Frankenstein, Agent of S.H.A.D.E. #3: I would strongly recommend this book were it not for Jeff Lemire’s annoying narration crutch of S.H.A.D.E.NET (the computer program that runs operations and is seemingly technologically omnipotent or something). The monsters in this issue drawn by Alberto Ponticelli are a reason to check out the book, though. And I hope one day that they can get Arthur Adams (is he Marvel exclusive?) to draw a guest arc.
Black Panther #525: I normally would be overjoyed to have Shawn Martinbrough on art (working with David Liss’ strong script). And while I was quite happy to see him on this assignment, it seems like his art was too rushed in certain points. In fact toward the end of the story, a villain is introduced and I had to re-read the pages, as it appeared a page of the story was missing. But honestly as much as I am displeased by the quality of Martinbrough’s art, on his worst day, the artist outperforms 85 percent of current mainstream artists. And his noir approach is picture perfect, in a general sense, for this series.
Battle Scars #1: As little interest as I had for the Fear Itself event, I was pleasantly surprised by the basic premise of this limited series (Military veteran who is sought after by villains and protected by heroes). But I wonder how much we will see of series like this, given that editor Alejandro Arbona was recently let go by Marvel. Time will tell.
Jughead Double Digest #175: Jughead is always good for a laugh, and this issue is no exception. Jughead is featured as his super hero alter ego Captain Hero. Which is the best name a comedy hero ever came up with. He is join in his super hero adventure by Big Ethel, who has been looking for any way to team up with Jughead since before I was born. Its both fun and funny, it’s everything you want from a comic book. Pal’s and Paws is the following story and I don’t know what Hotdog is such a good foil for Jughead. It’s hard to do animal stories in comics but Hotdog has always been able to bridge the gap between funny animal stories and strait comedy stories. The double digest is the greatest value in comics with more comic pages per dollar then any other format. The balance of the digest is filled with Jughead tales spanning the generations. If you are a new fan then all the stories are new to you, but if you are a long time fan you get to re-experience your childhood love of Jughead as the classic tales cover every decade.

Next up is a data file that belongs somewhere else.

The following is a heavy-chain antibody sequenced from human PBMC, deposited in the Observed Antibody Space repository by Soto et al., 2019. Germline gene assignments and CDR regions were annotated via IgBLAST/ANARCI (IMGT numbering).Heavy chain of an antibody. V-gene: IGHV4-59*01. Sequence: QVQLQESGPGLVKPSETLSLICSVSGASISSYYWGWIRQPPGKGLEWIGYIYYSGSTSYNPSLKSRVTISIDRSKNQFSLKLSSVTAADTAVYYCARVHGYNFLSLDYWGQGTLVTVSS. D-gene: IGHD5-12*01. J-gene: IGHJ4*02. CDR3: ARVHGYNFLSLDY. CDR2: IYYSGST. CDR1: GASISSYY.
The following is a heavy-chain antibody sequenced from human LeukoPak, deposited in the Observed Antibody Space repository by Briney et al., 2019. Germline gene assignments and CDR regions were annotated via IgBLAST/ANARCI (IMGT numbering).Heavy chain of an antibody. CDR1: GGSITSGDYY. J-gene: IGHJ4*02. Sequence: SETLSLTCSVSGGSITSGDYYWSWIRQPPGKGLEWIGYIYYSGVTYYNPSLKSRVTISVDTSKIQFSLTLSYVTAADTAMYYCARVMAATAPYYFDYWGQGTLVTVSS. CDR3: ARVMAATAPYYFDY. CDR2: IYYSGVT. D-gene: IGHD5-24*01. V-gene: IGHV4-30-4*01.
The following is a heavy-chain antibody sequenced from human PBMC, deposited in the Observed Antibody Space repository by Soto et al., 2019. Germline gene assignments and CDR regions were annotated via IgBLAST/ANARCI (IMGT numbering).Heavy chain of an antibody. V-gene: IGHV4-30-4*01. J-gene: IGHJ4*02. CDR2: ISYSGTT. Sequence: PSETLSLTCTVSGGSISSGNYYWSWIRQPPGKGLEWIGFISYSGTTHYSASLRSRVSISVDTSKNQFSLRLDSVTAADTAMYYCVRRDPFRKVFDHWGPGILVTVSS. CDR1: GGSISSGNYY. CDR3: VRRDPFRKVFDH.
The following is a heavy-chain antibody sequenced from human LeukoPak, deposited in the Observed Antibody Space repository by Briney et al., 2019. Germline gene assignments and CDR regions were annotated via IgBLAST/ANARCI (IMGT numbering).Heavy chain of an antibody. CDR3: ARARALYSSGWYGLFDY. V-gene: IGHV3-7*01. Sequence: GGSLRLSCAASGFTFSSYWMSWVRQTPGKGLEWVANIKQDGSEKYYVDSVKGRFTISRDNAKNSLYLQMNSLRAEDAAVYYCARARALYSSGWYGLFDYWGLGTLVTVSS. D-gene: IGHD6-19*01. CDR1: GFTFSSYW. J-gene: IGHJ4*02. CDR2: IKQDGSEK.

Mega Man #7: Mega Man is a video game-inspired comic that is so good you don’t have to have played the game to enjoy it. However if you are a gamer, Mega Man follows the game closely and adds depth and enjoyment to the game you already love. In this issue Mega Man searches for his kidnapped sister. Clues to clear Dr. Light’s name is coming up empty. Dr. Wily is still at large. Maybe Mega Man can save the day with the help of the six Robot Masters, or are the robots wandering right into Dr. Wily’s latest trap? It’s the mixture of both fun and excitement that Ian Flynn delvers better then anyone else.
Green Lantern #3: Green Lantern was never one of my favorite characters, but it is one of the best comics on the rack. Geoff Johns’ have overcome my concerns about a character who only had to think about what he wanted and his ring would do it for him. Hal Jordan has been put through his paces from one set of personal torture to another. Currently he has been stripped of his ring and finds his non-super life is a total mess. His greatest nemesis, Sinestro has offered Hal his powers back and Hal has to answer to Sinestro. However it’s not entirely clear that Hal will survive the experience. To make matters worse, the Guardians of the Universe, who give Green Lantern’s their powers, are now considering pulling the plug on the entire corps and starting over.